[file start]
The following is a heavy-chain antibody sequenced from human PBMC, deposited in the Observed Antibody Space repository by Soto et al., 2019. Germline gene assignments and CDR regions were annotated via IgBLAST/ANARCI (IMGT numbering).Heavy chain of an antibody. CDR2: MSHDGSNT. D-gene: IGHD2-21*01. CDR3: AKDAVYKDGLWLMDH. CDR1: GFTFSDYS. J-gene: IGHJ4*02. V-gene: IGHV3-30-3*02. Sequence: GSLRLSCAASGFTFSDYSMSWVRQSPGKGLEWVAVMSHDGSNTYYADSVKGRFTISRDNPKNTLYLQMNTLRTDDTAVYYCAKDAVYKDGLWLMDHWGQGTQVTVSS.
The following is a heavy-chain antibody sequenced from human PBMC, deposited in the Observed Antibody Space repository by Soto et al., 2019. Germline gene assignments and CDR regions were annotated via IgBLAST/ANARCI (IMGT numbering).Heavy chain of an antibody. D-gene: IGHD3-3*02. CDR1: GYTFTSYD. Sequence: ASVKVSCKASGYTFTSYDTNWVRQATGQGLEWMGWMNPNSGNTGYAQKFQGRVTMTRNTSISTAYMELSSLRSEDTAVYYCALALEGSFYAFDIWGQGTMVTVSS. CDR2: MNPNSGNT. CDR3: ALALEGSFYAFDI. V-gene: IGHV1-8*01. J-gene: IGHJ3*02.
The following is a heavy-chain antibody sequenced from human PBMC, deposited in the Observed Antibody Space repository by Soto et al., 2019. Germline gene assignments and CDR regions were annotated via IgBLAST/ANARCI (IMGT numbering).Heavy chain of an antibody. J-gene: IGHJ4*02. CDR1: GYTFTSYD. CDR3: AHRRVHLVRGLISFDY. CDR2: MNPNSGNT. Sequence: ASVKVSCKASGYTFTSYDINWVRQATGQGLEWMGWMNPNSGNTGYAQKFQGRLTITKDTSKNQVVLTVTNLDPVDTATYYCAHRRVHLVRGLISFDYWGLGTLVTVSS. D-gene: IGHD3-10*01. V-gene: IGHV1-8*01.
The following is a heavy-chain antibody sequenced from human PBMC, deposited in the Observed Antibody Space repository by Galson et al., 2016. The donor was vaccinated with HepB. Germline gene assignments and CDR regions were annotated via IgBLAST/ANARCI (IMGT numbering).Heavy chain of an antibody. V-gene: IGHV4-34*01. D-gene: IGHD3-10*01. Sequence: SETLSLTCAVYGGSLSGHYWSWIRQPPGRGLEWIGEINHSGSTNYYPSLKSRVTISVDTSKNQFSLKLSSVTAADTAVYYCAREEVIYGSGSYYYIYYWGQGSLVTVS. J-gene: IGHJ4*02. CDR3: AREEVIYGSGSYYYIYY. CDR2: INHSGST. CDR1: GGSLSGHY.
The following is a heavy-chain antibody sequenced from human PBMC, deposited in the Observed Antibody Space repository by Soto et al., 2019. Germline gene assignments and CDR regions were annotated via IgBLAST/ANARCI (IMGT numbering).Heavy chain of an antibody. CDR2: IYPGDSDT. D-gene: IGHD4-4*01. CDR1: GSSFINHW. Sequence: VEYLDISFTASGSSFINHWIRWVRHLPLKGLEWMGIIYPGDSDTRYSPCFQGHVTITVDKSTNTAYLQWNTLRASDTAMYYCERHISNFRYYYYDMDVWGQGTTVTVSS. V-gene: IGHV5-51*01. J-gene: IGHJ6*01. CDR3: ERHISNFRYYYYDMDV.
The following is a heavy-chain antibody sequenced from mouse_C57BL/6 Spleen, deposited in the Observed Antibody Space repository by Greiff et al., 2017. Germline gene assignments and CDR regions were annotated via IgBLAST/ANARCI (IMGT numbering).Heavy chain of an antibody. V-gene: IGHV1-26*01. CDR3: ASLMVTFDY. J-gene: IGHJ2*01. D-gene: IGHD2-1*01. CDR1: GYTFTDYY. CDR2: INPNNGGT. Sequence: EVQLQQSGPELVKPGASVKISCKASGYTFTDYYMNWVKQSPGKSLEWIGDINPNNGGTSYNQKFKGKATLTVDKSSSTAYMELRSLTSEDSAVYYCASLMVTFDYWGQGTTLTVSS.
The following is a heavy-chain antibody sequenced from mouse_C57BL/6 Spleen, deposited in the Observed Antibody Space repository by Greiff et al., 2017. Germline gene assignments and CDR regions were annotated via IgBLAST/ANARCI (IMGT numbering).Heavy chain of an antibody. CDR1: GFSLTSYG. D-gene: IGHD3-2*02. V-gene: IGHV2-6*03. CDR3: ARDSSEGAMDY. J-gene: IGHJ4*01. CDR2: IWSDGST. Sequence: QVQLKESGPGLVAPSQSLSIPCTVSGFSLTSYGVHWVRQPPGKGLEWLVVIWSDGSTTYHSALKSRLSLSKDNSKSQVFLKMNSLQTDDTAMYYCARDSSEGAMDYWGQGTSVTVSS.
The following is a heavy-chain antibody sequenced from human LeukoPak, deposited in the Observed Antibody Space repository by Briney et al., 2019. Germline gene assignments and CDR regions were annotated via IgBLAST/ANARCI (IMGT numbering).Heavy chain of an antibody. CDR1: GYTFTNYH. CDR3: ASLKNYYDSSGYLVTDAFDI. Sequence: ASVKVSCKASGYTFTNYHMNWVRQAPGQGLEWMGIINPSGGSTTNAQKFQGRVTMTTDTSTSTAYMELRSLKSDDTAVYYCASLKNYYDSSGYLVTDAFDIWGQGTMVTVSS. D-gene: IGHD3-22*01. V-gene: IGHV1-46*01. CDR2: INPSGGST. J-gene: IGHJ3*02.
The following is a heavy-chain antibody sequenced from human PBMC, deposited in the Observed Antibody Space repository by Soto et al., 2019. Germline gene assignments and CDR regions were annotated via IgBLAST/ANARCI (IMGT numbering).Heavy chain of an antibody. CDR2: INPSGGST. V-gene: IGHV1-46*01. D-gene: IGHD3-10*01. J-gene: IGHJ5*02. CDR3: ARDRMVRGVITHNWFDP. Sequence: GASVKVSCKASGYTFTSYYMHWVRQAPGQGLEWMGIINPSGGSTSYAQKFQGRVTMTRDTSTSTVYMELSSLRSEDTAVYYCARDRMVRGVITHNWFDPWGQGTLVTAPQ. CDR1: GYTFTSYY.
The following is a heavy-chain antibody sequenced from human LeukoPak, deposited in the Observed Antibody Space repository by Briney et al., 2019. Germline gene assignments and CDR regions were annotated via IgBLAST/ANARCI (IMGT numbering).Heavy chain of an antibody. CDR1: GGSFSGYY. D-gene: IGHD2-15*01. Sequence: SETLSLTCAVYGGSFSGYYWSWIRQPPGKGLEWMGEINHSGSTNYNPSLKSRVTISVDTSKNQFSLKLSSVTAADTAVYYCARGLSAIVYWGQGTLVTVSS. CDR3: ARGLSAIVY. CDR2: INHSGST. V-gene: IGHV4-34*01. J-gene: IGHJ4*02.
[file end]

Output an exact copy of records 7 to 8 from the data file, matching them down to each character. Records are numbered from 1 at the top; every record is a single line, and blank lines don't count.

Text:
The following is a heavy-chain antibody sequenced from mouse_C57BL/6 Spleen, deposited in the Observed Antibody Space repository by Greiff et al., 2017. Germline gene assignments and CDR regions were annotated via IgBLAST/ANARCI (IMGT numbering).Heavy chain of an antibody. CDR1: GFSLTSYG. D-gene: IGHD3-2*02. V-gene: IGHV2-6*03. CDR3: ARDSSEGAMDY. J-gene: IGHJ4*01. CDR2: IWSDGST. Sequence: QVQLKESGPGLVAPSQSLSIPCTVSGFSLTSYGVHWVRQPPGKGLEWLVVIWSDGSTTYHSALKSRLSLSKDNSKSQVFLKMNSLQTDDTAMYYCARDSSEGAMDYWGQGTSVTVSS.
The following is a heavy-chain antibody sequenced from human LeukoPak, deposited in the Observed Antibody Space repository by Briney et al., 2019. Germline gene assignments and CDR regions were annotated via IgBLAST/ANARCI (IMGT numbering).Heavy chain of an antibody. CDR1: GYTFTNYH. CDR3: ASLKNYYDSSGYLVTDAFDI. Sequence: ASVKVSCKASGYTFTNYHMNWVRQAPGQGLEWMGIINPSGGSTTNAQKFQGRVTMTTDTSTSTAYMELRSLKSDDTAVYYCASLKNYYDSSGYLVTDAFDIWGQGTMVTVSS. D-gene: IGHD3-22*01. V-gene: IGHV1-46*01. CDR2: INPSGGST. J-gene: IGHJ3*02.